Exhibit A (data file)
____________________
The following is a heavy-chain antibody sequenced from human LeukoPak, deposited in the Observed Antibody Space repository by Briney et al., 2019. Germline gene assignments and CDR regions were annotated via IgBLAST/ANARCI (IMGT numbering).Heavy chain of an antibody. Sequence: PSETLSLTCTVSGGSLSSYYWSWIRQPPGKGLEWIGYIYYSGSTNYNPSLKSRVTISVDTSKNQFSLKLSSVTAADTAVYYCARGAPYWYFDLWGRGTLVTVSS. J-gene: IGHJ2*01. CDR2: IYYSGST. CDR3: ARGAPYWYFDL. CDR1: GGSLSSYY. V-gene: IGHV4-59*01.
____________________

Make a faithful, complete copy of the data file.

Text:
The following is a heavy-chain antibody sequenced from human LeukoPak, deposited in the Observed Antibody Space repository by Briney et al., 2019. Germline gene assignments and CDR regions were annotated via IgBLAST/ANARCI (IMGT numbering).Heavy chain of an antibody. Sequence: PSETLSLTCTVSGGSLSSYYWSWIRQPPGKGLEWIGYIYYSGSTNYNPSLKSRVTISVDTSKNQFSLKLSSVTAADTAVYYCARGAPYWYFDLWGRGTLVTVSS. J-gene: IGHJ2*01. CDR2: IYYSGST. CDR3: ARGAPYWYFDL. CDR1: GGSLSSYY. V-gene: IGHV4-59*01.